A new study published in the Jan. 24, 2013 issue of the New England Journal of Medicine (NEJM) reveals that female smokers have a much greater risk of dying from lung cancer and chronic obstructive lung disease (COLD) in recent years than did female smokers 20 or 40 years ago. The study was conducted by Michael Thun, MD., and several colleagues, including Ross Prentice, PhD, one of the Principal Investigators of the Women’s Health Initiative. They studied smoking patterns and smoking-related deaths over a 50 year period, using data from five large studies, including the Women’s Health Initiative. In total, the study included more than 2.2 million adults 55 years and older; of those, 156,701 were WHI participants who provided updated information on smoking in 2000.
This increased risk of dying from smoking-related diseases reflects the change in women’s smoking habits. Compared with women in previous generations, women smokers today smoke more like men, that is, they start earlier in adolescence and until recently, smoke more cigarettes per day (smoking peaked in the 1980s). These findings strongly confirm the prediction that “if women smoke like men, they will die like men.”
For women who smoked in the 1960s, the risk of dying from lung cancer was 2.7 times higher than it was for women who had never smoked. In the cohort of women smokers studied from 2000-2010, the risk of dying from lung cancer was 25.7 times higher than that of never-smokers. The risk of dying from COLD for women smokers was 4.0 times higher than for never-smokers in the 1960s; the risk in the current cohort of smokers was 22.5 times higher than never-smokers. About half of the increase in risk occurred during the last 20 years. “The steep increase in risk among female smokers has continued for decades after the serious health risks from smoking were well established, and despite the fact that women predominantly smoked cigarette brands marketed as lower in “tar” and nicotine,” said Dr. Thun.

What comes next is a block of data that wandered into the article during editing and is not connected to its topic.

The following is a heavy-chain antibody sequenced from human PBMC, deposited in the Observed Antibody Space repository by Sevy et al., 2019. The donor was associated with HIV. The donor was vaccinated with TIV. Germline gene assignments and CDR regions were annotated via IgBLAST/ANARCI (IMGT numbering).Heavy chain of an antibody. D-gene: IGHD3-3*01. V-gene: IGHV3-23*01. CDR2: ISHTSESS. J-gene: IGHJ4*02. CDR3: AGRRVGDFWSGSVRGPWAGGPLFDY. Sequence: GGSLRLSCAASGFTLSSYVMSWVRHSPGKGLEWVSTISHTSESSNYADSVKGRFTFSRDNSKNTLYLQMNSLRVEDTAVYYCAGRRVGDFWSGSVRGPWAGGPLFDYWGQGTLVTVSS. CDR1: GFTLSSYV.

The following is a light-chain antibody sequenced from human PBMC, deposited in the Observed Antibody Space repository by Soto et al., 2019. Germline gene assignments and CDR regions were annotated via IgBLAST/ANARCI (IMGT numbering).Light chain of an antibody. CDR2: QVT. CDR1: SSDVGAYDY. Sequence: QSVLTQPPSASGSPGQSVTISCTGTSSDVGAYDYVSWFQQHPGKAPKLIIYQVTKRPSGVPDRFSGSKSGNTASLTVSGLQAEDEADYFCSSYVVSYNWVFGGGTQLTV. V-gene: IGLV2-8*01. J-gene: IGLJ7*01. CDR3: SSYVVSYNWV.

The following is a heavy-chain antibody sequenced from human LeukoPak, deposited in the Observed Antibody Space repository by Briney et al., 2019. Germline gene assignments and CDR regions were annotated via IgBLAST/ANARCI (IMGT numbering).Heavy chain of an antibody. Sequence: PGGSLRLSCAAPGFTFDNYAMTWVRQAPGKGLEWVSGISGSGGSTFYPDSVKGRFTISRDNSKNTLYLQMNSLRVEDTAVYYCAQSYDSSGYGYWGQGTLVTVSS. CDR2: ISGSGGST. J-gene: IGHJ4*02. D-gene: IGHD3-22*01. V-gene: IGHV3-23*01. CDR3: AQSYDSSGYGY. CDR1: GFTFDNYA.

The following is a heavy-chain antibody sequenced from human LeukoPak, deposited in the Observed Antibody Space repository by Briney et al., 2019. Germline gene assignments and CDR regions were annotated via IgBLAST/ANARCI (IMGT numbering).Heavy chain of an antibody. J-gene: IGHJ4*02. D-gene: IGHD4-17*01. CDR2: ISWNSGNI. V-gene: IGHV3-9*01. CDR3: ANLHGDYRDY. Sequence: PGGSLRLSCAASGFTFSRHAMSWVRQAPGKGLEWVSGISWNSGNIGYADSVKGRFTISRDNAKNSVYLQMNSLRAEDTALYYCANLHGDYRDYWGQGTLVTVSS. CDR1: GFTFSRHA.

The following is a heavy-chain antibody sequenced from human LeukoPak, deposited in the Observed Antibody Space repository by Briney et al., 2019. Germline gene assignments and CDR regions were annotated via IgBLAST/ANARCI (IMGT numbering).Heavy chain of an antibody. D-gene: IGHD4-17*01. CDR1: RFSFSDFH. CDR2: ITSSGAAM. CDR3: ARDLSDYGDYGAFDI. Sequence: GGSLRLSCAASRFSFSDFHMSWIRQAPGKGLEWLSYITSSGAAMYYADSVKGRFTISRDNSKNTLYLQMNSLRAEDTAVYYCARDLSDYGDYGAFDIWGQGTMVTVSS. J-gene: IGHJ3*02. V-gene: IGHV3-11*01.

These findings show that disease and death caused by cigarette smoking increases progressively over many decades, peaking fifty or more years after the widespread start of smoking in adolescence. This has a profound implication for developing countries with large populations, where rates of cigarette smoking are on the rise for both men and women. In a related article in the same issue of the NEJM, Dr. Prabhat Jha and his colleagues note that based on current trends, smoking will kill 1 billion people in the 21st century, as opposed to ‘only’ 100 million in the 20th century.
A positive finding of these studies was the confirmation that quitting smoking at any age dramatically lowers death from all major diseases caused by smoking, and that quitting smoking is far more effective than reducing the number of cigarettes smoked. Smokers who quit by age 40 were found to avoid nearly all of the excess smoking-related mortality from lung cancer and COLD. “The good news is the benefits of smoking cessation occur much more quickly and are substantial at any age,” notes Dr. Thun.
Thun MJ, Carter BD, Feskanich D, Freedman ND, Prentice R, Lopez AD, Hartge P, Capstur SM (2013). 50-year trends in smoking-related deaths in the United States. NEJM, 368(4); 361-374.